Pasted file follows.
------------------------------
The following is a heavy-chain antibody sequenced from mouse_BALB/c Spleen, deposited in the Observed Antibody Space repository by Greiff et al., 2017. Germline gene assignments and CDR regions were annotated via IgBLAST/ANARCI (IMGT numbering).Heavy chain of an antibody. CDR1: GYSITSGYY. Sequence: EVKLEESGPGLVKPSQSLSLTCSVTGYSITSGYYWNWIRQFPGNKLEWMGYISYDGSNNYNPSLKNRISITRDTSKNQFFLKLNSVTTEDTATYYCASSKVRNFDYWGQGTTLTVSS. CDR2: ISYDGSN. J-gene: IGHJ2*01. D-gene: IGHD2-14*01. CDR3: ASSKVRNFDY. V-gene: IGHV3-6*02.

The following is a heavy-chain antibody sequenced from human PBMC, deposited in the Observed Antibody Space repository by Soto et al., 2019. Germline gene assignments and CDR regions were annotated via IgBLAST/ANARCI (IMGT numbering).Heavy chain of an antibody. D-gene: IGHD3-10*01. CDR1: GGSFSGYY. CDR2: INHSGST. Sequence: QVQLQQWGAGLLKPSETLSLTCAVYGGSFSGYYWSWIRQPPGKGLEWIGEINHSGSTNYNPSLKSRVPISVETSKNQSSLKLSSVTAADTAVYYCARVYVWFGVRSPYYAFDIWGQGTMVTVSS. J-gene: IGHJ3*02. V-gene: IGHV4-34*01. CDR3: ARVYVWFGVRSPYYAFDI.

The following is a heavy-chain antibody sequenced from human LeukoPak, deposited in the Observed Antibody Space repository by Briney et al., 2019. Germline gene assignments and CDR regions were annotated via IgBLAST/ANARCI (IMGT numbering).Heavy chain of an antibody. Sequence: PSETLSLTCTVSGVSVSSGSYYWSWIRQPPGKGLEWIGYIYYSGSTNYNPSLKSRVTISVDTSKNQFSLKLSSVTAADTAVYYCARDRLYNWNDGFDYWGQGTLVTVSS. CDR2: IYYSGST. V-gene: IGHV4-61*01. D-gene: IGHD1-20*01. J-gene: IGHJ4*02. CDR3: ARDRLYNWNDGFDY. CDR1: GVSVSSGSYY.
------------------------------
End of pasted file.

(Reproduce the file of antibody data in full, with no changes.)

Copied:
The following is a heavy-chain antibody sequenced from mouse_BALB/c Spleen, deposited in the Observed Antibody Space repository by Greiff et al., 2017. Germline gene assignments and CDR regions were annotated via IgBLAST/ANARCI (IMGT numbering).Heavy chain of an antibody. CDR1: GYSITSGYY. Sequence: EVKLEESGPGLVKPSQSLSLTCSVTGYSITSGYYWNWIRQFPGNKLEWMGYISYDGSNNYNPSLKNRISITRDTSKNQFFLKLNSVTTEDTATYYCASSKVRNFDYWGQGTTLTVSS. CDR2: ISYDGSN. J-gene: IGHJ2*01. D-gene: IGHD2-14*01. CDR3: ASSKVRNFDY. V-gene: IGHV3-6*02.

The following is a heavy-chain antibody sequenced from human PBMC, deposited in the Observed Antibody Space repository by Soto et al., 2019. Germline gene assignments and CDR regions were annotated via IgBLAST/ANARCI (IMGT numbering).Heavy chain of an antibody. D-gene: IGHD3-10*01. CDR1: GGSFSGYY. CDR2: INHSGST. Sequence: QVQLQQWGAGLLKPSETLSLTCAVYGGSFSGYYWSWIRQPPGKGLEWIGEINHSGSTNYNPSLKSRVPISVETSKNQSSLKLSSVTAADTAVYYCARVYVWFGVRSPYYAFDIWGQGTMVTVSS. J-gene: IGHJ3*02. V-gene: IGHV4-34*01. CDR3: ARVYVWFGVRSPYYAFDI.

The following is a heavy-chain antibody sequenced from human LeukoPak, deposited in the Observed Antibody Space repository by Briney et al., 2019. Germline gene assignments and CDR regions were annotated via IgBLAST/ANARCI (IMGT numbering).Heavy chain of an antibody. Sequence: PSETLSLTCTVSGVSVSSGSYYWSWIRQPPGKGLEWIGYIYYSGSTNYNPSLKSRVTISVDTSKNQFSLKLSSVTAADTAVYYCARDRLYNWNDGFDYWGQGTLVTVSS. CDR2: IYYSGST. V-gene: IGHV4-61*01. D-gene: IGHD1-20*01. J-gene: IGHJ4*02. CDR3: ARDRLYNWNDGFDY. CDR1: GVSVSSGSYY.